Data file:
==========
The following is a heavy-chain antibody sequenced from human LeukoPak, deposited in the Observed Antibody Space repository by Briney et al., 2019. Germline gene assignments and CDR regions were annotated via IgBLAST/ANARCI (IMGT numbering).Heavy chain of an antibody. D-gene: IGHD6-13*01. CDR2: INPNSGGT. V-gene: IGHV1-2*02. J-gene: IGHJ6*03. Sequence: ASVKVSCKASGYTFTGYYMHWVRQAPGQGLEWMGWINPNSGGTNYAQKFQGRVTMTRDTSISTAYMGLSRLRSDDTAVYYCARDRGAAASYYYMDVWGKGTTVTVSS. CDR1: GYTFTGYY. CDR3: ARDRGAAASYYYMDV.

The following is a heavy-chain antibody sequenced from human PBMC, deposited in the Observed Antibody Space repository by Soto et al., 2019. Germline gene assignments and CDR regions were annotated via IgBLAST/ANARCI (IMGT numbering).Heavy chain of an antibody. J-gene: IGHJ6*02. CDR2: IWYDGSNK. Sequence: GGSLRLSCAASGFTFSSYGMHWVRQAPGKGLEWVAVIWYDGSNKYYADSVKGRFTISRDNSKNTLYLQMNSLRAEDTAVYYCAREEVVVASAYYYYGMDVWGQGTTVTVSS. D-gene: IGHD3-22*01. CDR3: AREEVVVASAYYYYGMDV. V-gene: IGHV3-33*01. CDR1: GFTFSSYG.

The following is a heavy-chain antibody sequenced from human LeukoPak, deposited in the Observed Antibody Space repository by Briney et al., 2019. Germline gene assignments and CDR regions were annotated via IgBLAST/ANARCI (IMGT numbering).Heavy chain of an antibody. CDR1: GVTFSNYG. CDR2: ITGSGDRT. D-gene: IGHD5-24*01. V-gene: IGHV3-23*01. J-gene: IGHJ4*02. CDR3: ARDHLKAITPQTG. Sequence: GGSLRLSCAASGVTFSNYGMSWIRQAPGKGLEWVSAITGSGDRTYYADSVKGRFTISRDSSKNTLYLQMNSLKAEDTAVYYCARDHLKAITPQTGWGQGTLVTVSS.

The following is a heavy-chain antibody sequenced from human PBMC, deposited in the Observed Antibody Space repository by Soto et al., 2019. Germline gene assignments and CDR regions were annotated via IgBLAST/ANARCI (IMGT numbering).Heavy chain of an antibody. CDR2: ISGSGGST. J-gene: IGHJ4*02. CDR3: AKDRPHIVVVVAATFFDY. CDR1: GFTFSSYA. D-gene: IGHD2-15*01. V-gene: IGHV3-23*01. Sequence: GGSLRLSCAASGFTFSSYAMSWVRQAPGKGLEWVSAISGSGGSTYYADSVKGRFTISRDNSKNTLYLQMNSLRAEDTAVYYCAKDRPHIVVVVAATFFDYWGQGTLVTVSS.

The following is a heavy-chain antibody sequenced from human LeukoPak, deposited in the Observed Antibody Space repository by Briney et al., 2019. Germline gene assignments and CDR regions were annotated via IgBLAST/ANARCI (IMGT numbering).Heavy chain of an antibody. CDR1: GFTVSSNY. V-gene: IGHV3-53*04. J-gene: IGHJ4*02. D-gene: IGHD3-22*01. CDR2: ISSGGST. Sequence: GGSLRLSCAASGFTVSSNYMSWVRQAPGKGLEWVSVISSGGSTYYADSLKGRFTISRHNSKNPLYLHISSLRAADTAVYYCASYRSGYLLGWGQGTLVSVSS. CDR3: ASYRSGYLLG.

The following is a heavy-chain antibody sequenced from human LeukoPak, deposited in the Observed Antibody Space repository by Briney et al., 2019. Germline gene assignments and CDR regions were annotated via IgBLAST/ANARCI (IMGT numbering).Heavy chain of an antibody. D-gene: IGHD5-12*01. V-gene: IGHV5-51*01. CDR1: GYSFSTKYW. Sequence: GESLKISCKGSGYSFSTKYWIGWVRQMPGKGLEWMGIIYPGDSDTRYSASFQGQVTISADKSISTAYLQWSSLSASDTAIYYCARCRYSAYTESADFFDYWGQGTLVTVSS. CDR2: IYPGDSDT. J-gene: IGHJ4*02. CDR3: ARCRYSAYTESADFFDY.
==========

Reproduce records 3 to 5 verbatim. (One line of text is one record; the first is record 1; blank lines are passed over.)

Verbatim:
The following is a heavy-chain antibody sequenced from human LeukoPak, deposited in the Observed Antibody Space repository by Briney et al., 2019. Germline gene assignments and CDR regions were annotated via IgBLAST/ANARCI (IMGT numbering).Heavy chain of an antibody. CDR1: GVTFSNYG. CDR2: ITGSGDRT. D-gene: IGHD5-24*01. V-gene: IGHV3-23*01. J-gene: IGHJ4*02. CDR3: ARDHLKAITPQTG. Sequence: GGSLRLSCAASGVTFSNYGMSWIRQAPGKGLEWVSAITGSGDRTYYADSVKGRFTISRDSSKNTLYLQMNSLKAEDTAVYYCARDHLKAITPQTGWGQGTLVTVSS.

The following is a heavy-chain antibody sequenced from human PBMC, deposited in the Observed Antibody Space repository by Soto et al., 2019. Germline gene assignments and CDR regions were annotated via IgBLAST/ANARCI (IMGT numbering).Heavy chain of an antibody. CDR2: ISGSGGST. J-gene: IGHJ4*02. CDR3: AKDRPHIVVVVAATFFDY. CDR1: GFTFSSYA. D-gene: IGHD2-15*01. V-gene: IGHV3-23*01. Sequence: GGSLRLSCAASGFTFSSYAMSWVRQAPGKGLEWVSAISGSGGSTYYADSVKGRFTISRDNSKNTLYLQMNSLRAEDTAVYYCAKDRPHIVVVVAATFFDYWGQGTLVTVSS.

The following is a heavy-chain antibody sequenced from human LeukoPak, deposited in the Observed Antibody Space repository by Briney et al., 2019. Germline gene assignments and CDR regions were annotated via IgBLAST/ANARCI (IMGT numbering).Heavy chain of an antibody. CDR1: GFTVSSNY. V-gene: IGHV3-53*04. J-gene: IGHJ4*02. D-gene: IGHD3-22*01. CDR2: ISSGGST. Sequence: GGSLRLSCAASGFTVSSNYMSWVRQAPGKGLEWVSVISSGGSTYYADSLKGRFTISRHNSKNPLYLHISSLRAADTAVYYCASYRSGYLLGWGQGTLVSVSS. CDR3: ASYRSGYLLG.